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Clean Power California installed solar capacity

Published on May 9th, 2016 | by Adam Johnston

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California Utility-Scale Solar Energy Surpasses Wind Energy For 1st Time

May 9th, 2016 by  


2015 saw a shift in the balance of utility-scale renewable energy power in California.

A recent report notes that utility-scale solar energy jumped past wind for the first time within the state.

Vaisala notes public records from the California Independent Systems Operations (CAISO) show California utility-scale solar energy in 2015 reached 15,592 GWh (or 6.7 % of California’s system), compared to wind energy reaching 5.3% of the state’s electricity generation. Even more impressive is that utility-scale solar energy has grown 15 times over since 2011, when it was only 1,000 GWh.

California installed solar capacity

“California’s continued commitment to renewable energy is very encouraging and creates a great deal of opportunity for the industry,” said Vaisala Global Manager of Energy Services Pascal Storck.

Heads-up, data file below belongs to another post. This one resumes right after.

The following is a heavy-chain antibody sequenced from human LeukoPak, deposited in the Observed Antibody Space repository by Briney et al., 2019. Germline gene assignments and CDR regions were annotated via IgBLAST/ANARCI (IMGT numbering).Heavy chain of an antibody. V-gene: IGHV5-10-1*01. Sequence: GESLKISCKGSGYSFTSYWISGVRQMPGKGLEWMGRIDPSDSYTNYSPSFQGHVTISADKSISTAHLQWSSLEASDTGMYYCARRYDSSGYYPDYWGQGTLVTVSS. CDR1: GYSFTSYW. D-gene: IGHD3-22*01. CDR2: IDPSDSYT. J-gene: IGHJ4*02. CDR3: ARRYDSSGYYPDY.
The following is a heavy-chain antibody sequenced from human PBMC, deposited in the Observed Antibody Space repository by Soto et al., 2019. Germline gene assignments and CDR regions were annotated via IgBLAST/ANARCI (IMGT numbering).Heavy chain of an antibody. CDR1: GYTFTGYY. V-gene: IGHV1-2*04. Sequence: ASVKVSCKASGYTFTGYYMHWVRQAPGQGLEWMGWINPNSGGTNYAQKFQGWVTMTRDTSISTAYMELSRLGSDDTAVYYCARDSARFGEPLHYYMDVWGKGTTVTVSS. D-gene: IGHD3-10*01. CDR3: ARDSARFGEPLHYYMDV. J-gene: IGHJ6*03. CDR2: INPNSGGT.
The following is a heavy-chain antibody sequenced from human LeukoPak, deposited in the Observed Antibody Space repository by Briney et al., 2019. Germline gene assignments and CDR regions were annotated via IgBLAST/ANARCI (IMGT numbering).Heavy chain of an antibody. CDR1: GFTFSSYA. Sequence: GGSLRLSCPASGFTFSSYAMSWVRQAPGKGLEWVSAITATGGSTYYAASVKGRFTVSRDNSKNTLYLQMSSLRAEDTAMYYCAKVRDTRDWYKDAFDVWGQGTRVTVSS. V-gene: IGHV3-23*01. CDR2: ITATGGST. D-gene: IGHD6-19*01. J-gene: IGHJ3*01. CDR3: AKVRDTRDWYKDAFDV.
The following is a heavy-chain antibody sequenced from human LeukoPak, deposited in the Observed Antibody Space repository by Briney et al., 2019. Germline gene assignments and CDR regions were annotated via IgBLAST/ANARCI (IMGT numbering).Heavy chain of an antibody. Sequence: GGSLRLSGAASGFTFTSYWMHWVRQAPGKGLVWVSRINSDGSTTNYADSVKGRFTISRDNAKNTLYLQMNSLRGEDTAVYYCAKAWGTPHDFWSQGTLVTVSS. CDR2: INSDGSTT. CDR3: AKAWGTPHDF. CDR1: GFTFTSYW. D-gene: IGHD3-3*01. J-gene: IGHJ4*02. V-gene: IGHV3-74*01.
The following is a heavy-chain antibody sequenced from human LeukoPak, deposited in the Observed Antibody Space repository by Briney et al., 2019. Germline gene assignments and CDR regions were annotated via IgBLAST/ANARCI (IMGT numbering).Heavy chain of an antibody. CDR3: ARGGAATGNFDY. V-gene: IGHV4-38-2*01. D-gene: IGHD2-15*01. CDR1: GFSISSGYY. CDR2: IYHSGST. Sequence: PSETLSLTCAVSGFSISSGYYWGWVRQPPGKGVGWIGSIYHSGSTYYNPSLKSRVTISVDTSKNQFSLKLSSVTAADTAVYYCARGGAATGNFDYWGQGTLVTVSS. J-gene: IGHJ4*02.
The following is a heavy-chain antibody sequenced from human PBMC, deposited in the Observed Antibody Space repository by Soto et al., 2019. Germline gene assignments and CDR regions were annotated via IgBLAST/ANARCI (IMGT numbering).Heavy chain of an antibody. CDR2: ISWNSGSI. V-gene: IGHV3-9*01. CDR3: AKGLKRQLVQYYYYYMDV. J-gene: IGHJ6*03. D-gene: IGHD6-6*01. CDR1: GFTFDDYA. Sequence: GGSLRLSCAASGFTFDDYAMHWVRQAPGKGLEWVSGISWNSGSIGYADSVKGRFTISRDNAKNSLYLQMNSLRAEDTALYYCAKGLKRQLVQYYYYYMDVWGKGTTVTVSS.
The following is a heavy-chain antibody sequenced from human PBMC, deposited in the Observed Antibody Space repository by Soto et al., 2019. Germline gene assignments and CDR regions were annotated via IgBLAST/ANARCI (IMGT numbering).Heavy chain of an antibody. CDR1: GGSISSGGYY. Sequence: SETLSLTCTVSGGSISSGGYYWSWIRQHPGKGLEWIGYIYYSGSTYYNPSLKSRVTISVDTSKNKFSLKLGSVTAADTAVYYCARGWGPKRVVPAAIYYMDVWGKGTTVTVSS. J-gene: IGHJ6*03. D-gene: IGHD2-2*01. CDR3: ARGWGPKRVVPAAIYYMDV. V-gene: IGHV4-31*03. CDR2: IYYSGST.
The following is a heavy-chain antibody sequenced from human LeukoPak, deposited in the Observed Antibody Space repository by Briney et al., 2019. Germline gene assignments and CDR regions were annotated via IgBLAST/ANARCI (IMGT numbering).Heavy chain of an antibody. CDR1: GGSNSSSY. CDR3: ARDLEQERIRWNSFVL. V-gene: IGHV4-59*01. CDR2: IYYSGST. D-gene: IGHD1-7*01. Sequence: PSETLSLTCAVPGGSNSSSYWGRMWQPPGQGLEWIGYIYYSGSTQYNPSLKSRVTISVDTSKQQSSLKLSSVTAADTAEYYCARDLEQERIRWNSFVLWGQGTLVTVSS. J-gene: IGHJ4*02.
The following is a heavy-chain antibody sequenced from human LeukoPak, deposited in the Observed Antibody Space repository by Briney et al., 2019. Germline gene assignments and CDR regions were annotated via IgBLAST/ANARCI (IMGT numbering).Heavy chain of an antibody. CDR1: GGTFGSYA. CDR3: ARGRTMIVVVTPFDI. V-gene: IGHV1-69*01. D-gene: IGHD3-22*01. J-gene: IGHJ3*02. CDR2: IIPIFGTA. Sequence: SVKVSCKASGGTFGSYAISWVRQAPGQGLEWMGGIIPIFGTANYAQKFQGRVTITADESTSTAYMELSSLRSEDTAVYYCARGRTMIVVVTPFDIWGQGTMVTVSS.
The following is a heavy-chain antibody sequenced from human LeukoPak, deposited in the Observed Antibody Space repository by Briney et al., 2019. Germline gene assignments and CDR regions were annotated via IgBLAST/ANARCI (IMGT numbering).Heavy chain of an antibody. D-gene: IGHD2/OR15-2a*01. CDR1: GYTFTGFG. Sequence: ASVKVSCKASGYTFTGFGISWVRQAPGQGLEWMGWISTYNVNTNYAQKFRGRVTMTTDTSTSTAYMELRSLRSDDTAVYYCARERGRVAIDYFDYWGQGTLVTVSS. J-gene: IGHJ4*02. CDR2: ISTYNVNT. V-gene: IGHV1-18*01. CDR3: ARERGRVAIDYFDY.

Variability in California’s solar market has increased thanks to advanced solar capacity, Vaisala said. This creates supply fluctuation and increased system volatility, which affects prices.

To counteract these concerns, Vaisala has come up with a localized reporting service for CAISO to meet increasing solar power within California’s grid, which will give more accurate information and reduce volatility.

Storck said other places around the world that have seen rapid solar capacity increases eventually put strain on systems. Vaisala is helping its customers prepare and respond within the market changes in sustainability and profitability, with its new localized forecasting system, which has been well received, Storck also said.

California leads in solar PV installations, as it continues to dominate the solar landscape. With the state having one of the top Renewable Portfolio Standards (RPS) of 50% by 2030, this will put further need to increase not only utility-scale solar energy, but also improved local solar forecasting to produce maximum results, as the state heads towards its clean energy goals. 
 





 

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About the Author

is expected to complete the Professional Development Certificate in Renewable Energy from the University of Toronto by December 2017. Adam recently completed his Social Media Certificate from Algonquin College Continuing & Online Learning. Adam also graduated from the University of Winnipeg with a three-year B.A. combined major in Economics and Rhetoric, Writing & Communications in 2011. Adam owns a part-time tax preparation business. He also recently started up Salay Consulting and Social Media services, a part-time business which provides cleantech writing, analysis, and social media services. His eventual goal is to be a cleantech policy analyst. You can follow him on Twitter @adamjohnstonwpg or check out his business www.salayconsultiing.com.



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